Protesters opposed to LAPD's use of drones disrupt contentious Police Commission meeting

LOS ANGELES (KABC) -- It's new and changing technology: drones for law-enforcement use.

Opponents worry the drones will be used for surveillance. They're concerned about privacy issues.

"They are expanding their air force now," said Jamie Garcia of the Stop LAPD Spying Coalition. "I don't want them to fly over us and put a spotlight into our backyards and spy on us. They are bringing drones into our homes."

At a police commission meeting on Tuesday, the Los Angeles Police Department presented the results of a one-year pilot program. According to the department, the drones were only deployed four times, by SWAT teams.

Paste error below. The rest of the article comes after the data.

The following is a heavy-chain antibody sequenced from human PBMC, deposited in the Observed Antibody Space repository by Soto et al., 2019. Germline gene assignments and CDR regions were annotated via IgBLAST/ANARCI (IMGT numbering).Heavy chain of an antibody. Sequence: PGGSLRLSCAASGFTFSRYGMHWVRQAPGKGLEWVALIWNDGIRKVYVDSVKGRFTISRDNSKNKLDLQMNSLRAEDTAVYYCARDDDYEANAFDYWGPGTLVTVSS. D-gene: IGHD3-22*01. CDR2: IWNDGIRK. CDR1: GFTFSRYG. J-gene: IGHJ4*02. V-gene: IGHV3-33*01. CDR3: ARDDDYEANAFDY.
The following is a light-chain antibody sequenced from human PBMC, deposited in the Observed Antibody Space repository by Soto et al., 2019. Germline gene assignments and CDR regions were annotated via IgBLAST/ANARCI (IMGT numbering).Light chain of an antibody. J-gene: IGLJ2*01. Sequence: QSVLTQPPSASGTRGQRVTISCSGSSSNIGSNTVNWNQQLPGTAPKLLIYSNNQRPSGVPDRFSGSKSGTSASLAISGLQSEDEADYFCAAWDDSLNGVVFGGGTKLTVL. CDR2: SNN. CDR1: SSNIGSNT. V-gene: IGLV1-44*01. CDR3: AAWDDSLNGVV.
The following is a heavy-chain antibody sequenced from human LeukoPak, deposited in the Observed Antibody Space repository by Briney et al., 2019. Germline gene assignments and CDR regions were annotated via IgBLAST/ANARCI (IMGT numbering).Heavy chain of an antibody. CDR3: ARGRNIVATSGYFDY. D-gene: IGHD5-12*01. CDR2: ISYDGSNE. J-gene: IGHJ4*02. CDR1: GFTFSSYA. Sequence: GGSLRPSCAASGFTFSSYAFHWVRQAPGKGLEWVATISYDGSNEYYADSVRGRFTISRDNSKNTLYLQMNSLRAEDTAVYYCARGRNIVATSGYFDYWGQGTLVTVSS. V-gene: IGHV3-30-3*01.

There is a new proposal to also use them in dangerous situations "such as barricaded suspects, high-risk warrants and explosives and hazardous materials such as suspected radiological materials and so forth," says LAPD Chief Michel Moore.

Tuesday's meeting was contentious, with a number of people objecting to any use of drones.

The commission approved the use of drone technology, Moore noted.

"There are constitutionally protected activity ... that include privacy rights of locations as described here. I fully intended to and will continue to support those rights," the police chief said.

The existing drone pilot program will continue. In about 2 to 2 1/2 months, the Police Department is expected to submit an updated plan for the unmanned devices' future use.
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